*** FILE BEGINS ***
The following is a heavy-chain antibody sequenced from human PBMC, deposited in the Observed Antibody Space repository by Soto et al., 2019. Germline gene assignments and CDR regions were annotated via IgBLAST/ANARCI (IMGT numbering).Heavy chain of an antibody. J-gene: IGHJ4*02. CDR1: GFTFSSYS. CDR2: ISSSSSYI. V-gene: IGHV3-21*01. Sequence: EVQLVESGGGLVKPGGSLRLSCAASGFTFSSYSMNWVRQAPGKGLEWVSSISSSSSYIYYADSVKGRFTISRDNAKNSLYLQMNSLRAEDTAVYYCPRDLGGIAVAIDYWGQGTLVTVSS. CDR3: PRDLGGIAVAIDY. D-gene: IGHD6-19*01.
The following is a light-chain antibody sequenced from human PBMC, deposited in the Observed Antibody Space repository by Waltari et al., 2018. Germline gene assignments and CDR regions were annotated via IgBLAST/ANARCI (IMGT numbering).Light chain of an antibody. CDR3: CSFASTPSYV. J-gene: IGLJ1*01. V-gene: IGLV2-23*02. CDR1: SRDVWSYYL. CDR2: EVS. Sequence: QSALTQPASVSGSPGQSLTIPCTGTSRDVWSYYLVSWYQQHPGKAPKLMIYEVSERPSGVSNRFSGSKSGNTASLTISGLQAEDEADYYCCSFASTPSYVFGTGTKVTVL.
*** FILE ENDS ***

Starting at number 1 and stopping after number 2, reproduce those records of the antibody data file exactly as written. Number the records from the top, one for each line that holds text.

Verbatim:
The following is a heavy-chain antibody sequenced from human PBMC, deposited in the Observed Antibody Space repository by Soto et al., 2019. Germline gene assignments and CDR regions were annotated via IgBLAST/ANARCI (IMGT numbering).Heavy chain of an antibody. J-gene: IGHJ4*02. CDR1: GFTFSSYS. CDR2: ISSSSSYI. V-gene: IGHV3-21*01. Sequence: EVQLVESGGGLVKPGGSLRLSCAASGFTFSSYSMNWVRQAPGKGLEWVSSISSSSSYIYYADSVKGRFTISRDNAKNSLYLQMNSLRAEDTAVYYCPRDLGGIAVAIDYWGQGTLVTVSS. CDR3: PRDLGGIAVAIDY. D-gene: IGHD6-19*01.
The following is a light-chain antibody sequenced from human PBMC, deposited in the Observed Antibody Space repository by Waltari et al., 2018. Germline gene assignments and CDR regions were annotated via IgBLAST/ANARCI (IMGT numbering).Light chain of an antibody. CDR3: CSFASTPSYV. J-gene: IGLJ1*01. V-gene: IGLV2-23*02. CDR1: SRDVWSYYL. CDR2: EVS. Sequence: QSALTQPASVSGSPGQSLTIPCTGTSRDVWSYYLVSWYQQHPGKAPKLMIYEVSERPSGVSNRFSGSKSGNTASLTISGLQAEDEADYYCCSFASTPSYVFGTGTKVTVL.